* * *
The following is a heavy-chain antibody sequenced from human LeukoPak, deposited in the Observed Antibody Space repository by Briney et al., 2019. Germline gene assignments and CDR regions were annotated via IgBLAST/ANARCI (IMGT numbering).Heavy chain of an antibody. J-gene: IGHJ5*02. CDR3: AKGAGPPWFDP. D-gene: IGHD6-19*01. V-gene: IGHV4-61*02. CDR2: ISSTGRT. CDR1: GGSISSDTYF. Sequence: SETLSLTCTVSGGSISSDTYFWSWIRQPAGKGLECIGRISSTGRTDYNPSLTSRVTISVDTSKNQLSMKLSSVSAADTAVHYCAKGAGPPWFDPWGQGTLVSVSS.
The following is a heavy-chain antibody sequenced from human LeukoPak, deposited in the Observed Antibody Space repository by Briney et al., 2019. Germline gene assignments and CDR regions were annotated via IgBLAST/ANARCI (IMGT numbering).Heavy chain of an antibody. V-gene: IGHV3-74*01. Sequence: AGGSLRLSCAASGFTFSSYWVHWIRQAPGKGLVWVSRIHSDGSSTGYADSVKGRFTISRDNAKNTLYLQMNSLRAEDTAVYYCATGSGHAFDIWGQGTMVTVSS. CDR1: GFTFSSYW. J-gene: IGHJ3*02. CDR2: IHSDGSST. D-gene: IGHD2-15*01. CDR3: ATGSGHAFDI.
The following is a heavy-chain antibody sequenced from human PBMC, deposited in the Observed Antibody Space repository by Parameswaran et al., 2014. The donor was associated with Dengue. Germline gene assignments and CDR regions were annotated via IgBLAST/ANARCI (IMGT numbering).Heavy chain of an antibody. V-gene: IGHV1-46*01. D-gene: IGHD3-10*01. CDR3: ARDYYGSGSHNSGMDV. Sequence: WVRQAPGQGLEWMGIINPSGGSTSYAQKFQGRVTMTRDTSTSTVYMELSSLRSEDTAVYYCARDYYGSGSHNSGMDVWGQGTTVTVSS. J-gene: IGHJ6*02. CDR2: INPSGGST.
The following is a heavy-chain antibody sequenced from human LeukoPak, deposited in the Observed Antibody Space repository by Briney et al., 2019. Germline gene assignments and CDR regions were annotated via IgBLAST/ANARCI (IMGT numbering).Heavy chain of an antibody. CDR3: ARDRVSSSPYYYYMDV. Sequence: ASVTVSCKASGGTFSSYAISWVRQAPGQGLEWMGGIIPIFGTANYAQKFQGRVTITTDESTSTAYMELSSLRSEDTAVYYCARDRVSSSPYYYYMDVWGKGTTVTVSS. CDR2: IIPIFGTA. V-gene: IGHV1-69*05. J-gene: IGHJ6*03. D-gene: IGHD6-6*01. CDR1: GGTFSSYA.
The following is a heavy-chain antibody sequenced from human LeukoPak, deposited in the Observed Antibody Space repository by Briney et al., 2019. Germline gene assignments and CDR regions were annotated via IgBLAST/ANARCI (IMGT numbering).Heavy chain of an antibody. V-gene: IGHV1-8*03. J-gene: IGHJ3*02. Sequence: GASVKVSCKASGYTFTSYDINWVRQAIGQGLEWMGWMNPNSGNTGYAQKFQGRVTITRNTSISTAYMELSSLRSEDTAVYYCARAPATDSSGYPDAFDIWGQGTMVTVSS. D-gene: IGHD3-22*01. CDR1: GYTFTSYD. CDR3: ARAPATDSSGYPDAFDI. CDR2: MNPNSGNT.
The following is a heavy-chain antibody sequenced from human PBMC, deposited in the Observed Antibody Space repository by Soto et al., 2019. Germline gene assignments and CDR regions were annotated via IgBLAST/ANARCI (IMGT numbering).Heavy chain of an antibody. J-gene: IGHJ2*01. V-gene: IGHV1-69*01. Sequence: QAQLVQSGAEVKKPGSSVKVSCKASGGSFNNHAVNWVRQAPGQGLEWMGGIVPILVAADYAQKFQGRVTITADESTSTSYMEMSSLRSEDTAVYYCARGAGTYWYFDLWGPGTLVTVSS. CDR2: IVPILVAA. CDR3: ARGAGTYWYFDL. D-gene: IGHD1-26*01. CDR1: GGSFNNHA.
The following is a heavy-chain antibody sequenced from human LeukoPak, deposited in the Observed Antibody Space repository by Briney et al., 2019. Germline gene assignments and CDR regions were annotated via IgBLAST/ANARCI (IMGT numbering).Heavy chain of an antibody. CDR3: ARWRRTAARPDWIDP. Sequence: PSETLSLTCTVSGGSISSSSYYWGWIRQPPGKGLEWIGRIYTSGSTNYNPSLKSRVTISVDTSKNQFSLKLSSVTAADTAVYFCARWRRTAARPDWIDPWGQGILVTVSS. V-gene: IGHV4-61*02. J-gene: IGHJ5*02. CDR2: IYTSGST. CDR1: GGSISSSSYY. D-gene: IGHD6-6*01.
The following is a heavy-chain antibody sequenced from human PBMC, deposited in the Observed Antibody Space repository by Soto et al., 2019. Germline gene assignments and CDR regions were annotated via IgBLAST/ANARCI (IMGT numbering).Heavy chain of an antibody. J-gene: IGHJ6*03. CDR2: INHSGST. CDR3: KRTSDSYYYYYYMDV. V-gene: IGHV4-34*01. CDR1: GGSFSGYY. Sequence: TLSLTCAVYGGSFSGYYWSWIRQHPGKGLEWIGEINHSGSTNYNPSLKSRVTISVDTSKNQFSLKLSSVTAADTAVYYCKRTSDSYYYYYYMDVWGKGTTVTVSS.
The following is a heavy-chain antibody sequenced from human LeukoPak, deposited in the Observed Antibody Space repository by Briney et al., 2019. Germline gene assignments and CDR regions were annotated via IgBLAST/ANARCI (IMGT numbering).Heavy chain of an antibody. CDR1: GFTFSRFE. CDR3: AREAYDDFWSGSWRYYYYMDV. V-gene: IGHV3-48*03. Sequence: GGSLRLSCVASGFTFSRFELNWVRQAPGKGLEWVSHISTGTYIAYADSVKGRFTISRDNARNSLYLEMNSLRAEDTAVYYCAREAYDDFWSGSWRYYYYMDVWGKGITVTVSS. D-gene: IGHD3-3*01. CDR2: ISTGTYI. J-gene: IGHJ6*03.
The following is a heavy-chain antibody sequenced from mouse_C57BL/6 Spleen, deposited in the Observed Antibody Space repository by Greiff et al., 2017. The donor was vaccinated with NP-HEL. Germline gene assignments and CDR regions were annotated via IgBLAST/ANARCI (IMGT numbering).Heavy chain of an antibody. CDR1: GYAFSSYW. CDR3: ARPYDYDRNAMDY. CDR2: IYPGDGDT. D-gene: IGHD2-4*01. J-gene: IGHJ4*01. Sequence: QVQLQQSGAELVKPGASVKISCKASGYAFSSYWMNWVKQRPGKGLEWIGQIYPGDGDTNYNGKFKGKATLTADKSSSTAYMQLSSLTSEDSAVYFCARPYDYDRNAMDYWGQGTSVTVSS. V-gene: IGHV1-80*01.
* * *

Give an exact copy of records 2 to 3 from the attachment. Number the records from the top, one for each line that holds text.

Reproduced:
The following is a heavy-chain antibody sequenced from human LeukoPak, deposited in the Observed Antibody Space repository by Briney et al., 2019. Germline gene assignments and CDR regions were annotated via IgBLAST/ANARCI (IMGT numbering).Heavy chain of an antibody. V-gene: IGHV3-74*01. Sequence: AGGSLRLSCAASGFTFSSYWVHWIRQAPGKGLVWVSRIHSDGSSTGYADSVKGRFTISRDNAKNTLYLQMNSLRAEDTAVYYCATGSGHAFDIWGQGTMVTVSS. CDR1: GFTFSSYW. J-gene: IGHJ3*02. CDR2: IHSDGSST. D-gene: IGHD2-15*01. CDR3: ATGSGHAFDI.
The following is a heavy-chain antibody sequenced from human PBMC, deposited in the Observed Antibody Space repository by Parameswaran et al., 2014. The donor was associated with Dengue. Germline gene assignments and CDR regions were annotated via IgBLAST/ANARCI (IMGT numbering).Heavy chain of an antibody. V-gene: IGHV1-46*01. D-gene: IGHD3-10*01. CDR3: ARDYYGSGSHNSGMDV. Sequence: WVRQAPGQGLEWMGIINPSGGSTSYAQKFQGRVTMTRDTSTSTVYMELSSLRSEDTAVYYCARDYYGSGSHNSGMDVWGQGTTVTVSS. J-gene: IGHJ6*02. CDR2: INPSGGST.